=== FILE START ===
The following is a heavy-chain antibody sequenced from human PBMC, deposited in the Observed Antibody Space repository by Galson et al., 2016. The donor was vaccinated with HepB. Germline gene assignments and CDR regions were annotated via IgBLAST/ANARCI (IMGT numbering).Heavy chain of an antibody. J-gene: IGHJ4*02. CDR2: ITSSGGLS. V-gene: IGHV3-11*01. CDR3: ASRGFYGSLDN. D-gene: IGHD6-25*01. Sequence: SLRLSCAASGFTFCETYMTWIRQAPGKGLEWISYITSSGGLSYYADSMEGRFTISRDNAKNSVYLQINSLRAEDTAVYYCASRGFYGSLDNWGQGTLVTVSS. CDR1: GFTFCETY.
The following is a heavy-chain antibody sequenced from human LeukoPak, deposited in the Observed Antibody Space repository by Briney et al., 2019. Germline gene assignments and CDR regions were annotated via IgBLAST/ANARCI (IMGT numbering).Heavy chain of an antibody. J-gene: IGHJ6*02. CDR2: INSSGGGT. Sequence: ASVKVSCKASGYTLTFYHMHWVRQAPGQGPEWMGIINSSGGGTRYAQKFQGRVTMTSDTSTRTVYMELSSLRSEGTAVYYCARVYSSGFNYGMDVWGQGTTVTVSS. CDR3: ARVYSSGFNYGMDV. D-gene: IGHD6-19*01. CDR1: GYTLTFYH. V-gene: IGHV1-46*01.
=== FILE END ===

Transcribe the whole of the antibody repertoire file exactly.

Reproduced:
The following is a heavy-chain antibody sequenced from human PBMC, deposited in the Observed Antibody Space repository by Galson et al., 2016. The donor was vaccinated with HepB. Germline gene assignments and CDR regions were annotated via IgBLAST/ANARCI (IMGT numbering).Heavy chain of an antibody. J-gene: IGHJ4*02. CDR2: ITSSGGLS. V-gene: IGHV3-11*01. CDR3: ASRGFYGSLDN. D-gene: IGHD6-25*01. Sequence: SLRLSCAASGFTFCETYMTWIRQAPGKGLEWISYITSSGGLSYYADSMEGRFTISRDNAKNSVYLQINSLRAEDTAVYYCASRGFYGSLDNWGQGTLVTVSS. CDR1: GFTFCETY.
The following is a heavy-chain antibody sequenced from human LeukoPak, deposited in the Observed Antibody Space repository by Briney et al., 2019. Germline gene assignments and CDR regions were annotated via IgBLAST/ANARCI (IMGT numbering).Heavy chain of an antibody. J-gene: IGHJ6*02. CDR2: INSSGGGT. Sequence: ASVKVSCKASGYTLTFYHMHWVRQAPGQGPEWMGIINSSGGGTRYAQKFQGRVTMTSDTSTRTVYMELSSLRSEGTAVYYCARVYSSGFNYGMDVWGQGTTVTVSS. CDR3: ARVYSSGFNYGMDV. D-gene: IGHD6-19*01. CDR1: GYTLTFYH. V-gene: IGHV1-46*01.